I’ve been living on the fringes of
Now, before all you “Chicoans” come after me with torches and pitchforks like the bitter small town Americans you are, let me explain.
But housing in
I know it’s hard to accept criticism of your beloved
Fortunately, the longer I looked in
So, what could all that dreadful and uncalled-for Chico-bashing possibly have to do with wine? Well, like I said, I’m moving. I’m a wine snob. Wine snobs have wine ‘cellars’ filled with wine bottles delicately aging in cool, dark, quiet places.
And wine (and here I’m talking here about things like my 1998 Chateauneuf du Papes, 2000 Bordeaux, and my bottle of 1983 Beaulieu Rutherford Valley cabernet, not your cases of Carlo Rossi Hearty Burgundy) doesn’t like to be moved.
Huh? Come on, it’s just booze, right? What’s the big deal?
Well, first of all, there’s what is called “bottle shock”. I’m not sure that Bottle Shock, Santa Claus, and the Tooth Fairy don’t all live in the same house (if you get my drift), but many oenophiles swear that when wine is agitated (as is “shaken”, not as in “coming off it’s anti-psychotic meds”), it closes down and loses it’s flavor and character. Fortunately, bottle shock is only temporary, lasting only a week or two before the wine recovers. Maybe. I’m not convinced, but I do treat my bottles with care when moving them.
The bigger problem, particularly in the summer in
What exactly does heat do? It does what you’d think it does: it cooks the wine. I’ve actually had bottles leak because the heat caused the wine to expand and push past the cork. Not good. How long does it take to ruin a wine with heat? That depends, but if your wine gets up to 100° degrees, you’re probably doing damage to it. If it stays there, you’re definitely doing damage to it. And even 85° can potentially damage wine if it’s kept at that temperature for long periods.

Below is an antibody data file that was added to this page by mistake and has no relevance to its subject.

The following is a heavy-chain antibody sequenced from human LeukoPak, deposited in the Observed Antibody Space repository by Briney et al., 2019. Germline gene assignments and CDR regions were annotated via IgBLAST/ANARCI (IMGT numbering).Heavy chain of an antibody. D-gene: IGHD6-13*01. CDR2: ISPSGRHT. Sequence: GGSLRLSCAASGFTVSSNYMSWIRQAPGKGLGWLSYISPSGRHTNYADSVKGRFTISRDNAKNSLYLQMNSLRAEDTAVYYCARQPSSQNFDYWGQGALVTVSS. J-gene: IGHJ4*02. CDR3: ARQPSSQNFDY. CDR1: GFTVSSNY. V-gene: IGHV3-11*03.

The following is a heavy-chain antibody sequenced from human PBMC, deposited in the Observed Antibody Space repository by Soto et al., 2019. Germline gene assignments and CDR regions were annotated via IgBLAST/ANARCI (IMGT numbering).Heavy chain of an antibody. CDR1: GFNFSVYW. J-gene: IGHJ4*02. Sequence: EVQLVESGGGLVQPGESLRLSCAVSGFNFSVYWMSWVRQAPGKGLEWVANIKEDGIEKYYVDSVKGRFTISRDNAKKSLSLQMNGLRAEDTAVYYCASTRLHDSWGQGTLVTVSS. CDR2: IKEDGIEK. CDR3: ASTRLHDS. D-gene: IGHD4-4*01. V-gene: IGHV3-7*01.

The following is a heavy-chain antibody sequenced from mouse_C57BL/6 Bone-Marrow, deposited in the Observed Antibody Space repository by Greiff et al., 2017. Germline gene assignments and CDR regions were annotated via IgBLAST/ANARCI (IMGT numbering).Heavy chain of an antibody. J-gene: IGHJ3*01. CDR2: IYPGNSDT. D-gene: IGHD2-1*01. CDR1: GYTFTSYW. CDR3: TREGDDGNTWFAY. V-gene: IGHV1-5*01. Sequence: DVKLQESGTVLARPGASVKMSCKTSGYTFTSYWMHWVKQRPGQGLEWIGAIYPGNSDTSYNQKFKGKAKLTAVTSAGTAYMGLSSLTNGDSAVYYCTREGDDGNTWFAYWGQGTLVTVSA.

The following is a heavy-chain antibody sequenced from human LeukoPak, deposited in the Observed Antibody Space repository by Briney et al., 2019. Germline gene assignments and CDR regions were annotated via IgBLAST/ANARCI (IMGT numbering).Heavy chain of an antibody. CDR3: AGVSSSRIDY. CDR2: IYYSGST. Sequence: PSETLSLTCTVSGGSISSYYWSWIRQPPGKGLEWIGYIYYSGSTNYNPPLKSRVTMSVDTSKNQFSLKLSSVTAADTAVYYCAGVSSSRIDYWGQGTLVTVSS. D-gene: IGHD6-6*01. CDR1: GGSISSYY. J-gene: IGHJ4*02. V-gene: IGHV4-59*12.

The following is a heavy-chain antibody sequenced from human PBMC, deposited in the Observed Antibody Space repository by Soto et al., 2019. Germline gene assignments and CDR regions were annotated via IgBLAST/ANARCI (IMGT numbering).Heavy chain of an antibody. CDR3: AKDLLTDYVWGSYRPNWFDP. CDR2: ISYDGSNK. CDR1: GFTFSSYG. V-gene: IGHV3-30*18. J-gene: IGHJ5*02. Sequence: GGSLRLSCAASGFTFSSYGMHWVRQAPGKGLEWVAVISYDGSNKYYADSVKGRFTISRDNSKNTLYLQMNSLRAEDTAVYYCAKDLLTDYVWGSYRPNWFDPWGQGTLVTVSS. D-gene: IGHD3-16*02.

The real problem with moving in the heat isn’t so much the 30 minute drive down the hill. If you take the wine in your personal vehicle instead of letting the gorillas in the moving van have it, you can always turn the AC to “Pre-global Warming Antarctica” in order to keep your wine cool. Leaving the wine in the trunk while you join the truck driver for lunch is probably not quite as smart.
The bigger problem is keeping it cool once you get it down the hill. Storing the wine in the garage while you move the rest of your stuff probably isn’t a good idea. That’s why for me, the wine will be one of the last things to get moved. I want to make sure that I have a cool house and a cool wine fridge to move it into.
I also don’t want a bunch of uncivilized, ticky tacky living Chicoans breaking into my garage and downing my collection. That would make me bitter and want to cling to my guns. On second thought, I think I’m going to fit right in.